NEW FEATURE Studio Helper now will offer Webinars. You will see a tab that says Webinars on your toolbar. You can register through that tab. The first webinar will be held July 19th at 10 am CST. This first webinar will be about Setting Up Your Studio. If interested, please register. You will receive a confirmation email and Cathy Conrad will send you separate details via...

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One of the challenges in scheduling piano lessons is that most of my clients are school aged children.  This means that by the time a student gets out of school and over to my home studio it is typically 4:00.  Most school aged children–especially the younger ones I tend to work with–are at their best if their lessons are over by 6:30 or 7.  And since we live in an area where people tend to go camping or skiing on the weekends (myself included), Friday and weekend lessons are not a viable option.  This means that I really only have about 12 hours of weekly teachable time (and income earning potential).

This past year, I’ve tried to get creative by expanding my studio offerings, and I have also observed many fellow studio owners in our area that have done the same.  Here are some ideas from my experience:

The Next Big ThingFrom the moment I opened my studio, I’ve always had the same question in the back of my mind: what is the “next big thing” and how am I going to make it a reality?

Since that day over five years ago, I’ve had some pretty amazing “next big things” happen. I made the transition from traveling music therapist/teacher to opening a studio where my students come to me. I gained enough students to quit my day job and become a full-time studio owner. I completely remodeled my studio space. And then earlier this summer, I hired my first contractor.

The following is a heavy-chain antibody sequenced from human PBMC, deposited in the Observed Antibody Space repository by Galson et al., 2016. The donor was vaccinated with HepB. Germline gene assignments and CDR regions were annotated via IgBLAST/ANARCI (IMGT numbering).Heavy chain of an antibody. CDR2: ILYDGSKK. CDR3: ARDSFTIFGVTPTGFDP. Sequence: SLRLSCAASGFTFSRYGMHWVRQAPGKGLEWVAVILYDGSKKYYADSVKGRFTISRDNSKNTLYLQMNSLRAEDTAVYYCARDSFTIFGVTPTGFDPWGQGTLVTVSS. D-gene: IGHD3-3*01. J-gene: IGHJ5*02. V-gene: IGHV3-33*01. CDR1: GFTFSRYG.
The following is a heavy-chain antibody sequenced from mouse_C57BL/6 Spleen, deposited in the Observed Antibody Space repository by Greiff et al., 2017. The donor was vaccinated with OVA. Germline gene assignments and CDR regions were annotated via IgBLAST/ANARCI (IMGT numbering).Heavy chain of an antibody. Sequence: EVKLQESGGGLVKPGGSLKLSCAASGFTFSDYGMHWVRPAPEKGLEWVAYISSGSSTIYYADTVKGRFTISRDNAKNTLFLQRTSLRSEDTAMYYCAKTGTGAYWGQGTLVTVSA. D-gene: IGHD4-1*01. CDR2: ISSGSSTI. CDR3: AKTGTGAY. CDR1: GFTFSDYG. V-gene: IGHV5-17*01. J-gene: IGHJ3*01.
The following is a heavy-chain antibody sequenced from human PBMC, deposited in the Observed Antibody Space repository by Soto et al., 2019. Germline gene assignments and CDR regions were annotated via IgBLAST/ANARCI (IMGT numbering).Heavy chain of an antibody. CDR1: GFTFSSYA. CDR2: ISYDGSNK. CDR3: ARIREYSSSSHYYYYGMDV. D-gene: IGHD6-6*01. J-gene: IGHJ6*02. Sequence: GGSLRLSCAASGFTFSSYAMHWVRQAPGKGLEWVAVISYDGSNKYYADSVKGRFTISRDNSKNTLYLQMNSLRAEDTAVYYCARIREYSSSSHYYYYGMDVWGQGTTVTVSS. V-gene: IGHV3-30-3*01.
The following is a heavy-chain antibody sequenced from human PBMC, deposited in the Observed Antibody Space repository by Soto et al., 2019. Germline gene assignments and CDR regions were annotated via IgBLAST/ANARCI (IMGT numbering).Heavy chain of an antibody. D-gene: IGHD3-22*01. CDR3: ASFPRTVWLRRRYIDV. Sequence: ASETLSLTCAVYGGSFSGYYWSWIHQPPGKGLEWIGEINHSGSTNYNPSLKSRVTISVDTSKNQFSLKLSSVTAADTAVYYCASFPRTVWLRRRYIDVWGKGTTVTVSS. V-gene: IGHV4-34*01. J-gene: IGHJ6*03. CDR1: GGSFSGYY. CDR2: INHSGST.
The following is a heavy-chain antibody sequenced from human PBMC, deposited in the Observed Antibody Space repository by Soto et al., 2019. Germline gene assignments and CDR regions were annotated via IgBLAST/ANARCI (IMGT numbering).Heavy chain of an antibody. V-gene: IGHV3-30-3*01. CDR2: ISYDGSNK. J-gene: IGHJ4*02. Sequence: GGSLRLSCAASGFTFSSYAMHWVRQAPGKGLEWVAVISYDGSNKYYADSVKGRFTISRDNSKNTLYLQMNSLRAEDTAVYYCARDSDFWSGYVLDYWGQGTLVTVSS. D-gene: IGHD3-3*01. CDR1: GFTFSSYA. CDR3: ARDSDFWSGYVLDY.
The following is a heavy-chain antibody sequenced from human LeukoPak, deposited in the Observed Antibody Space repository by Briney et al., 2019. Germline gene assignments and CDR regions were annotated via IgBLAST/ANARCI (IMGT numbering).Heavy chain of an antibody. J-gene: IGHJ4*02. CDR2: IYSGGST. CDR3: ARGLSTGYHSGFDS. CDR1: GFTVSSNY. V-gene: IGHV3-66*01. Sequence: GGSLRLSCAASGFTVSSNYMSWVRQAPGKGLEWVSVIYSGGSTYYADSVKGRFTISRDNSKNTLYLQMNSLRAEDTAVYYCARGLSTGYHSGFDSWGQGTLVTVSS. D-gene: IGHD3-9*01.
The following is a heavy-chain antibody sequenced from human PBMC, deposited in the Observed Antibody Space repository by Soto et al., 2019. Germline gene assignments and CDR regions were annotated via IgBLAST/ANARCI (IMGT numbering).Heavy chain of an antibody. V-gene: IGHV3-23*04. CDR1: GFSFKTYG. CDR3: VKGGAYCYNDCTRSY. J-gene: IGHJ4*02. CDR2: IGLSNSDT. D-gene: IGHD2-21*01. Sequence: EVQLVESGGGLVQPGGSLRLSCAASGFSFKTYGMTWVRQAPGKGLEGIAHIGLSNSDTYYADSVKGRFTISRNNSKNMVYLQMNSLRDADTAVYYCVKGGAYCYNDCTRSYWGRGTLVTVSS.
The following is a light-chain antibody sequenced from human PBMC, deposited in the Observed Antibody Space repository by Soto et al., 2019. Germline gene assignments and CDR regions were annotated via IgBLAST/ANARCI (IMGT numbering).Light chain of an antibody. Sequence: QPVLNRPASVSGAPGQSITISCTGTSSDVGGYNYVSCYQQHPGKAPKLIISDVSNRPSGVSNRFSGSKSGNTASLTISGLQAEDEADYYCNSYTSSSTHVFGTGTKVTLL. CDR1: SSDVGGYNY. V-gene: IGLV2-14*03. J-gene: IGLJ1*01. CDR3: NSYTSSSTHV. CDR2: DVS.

But despite those exciting developments, I’m still in hot pursuit of — you guessed it — “the next big thing”. So what might that be?

Organize Music Repertoire

If there’s one thing us studio owners have lots of, it’s this: music. We’re constantly purchasing and collecting songs to use with our students, and I know I’m not the only one who has struggled with the best way to keep my ever-growing repertoire organized.

And after five years of trying to figure it out, I’ve come to realize that there isn’t necessarily one “best” way to keep my music organized. Rather, I rely on five different methods to keep tabs on the resources I use every day.

New StudioAbout six months prior to making the leap from running my studio part-time to full-time, I decided it was time for an upgrade. For the past three years, my studio had been located at the front of my house, meaning my students would enter through the front door and parents would wait in the living room.

This worked very well for a while, but as my teaching hours grew longer, this set-up interfered with my family. It was definitely time for a change.

So I made plans to turn the two spare bedrooms into a new studio and waiting room and add a dedicated entrance off of the garage. The next four months were spent turning my plans into a reality (with the help of contractors), and my new studio was ready just in time for the start of the summer 2011 session.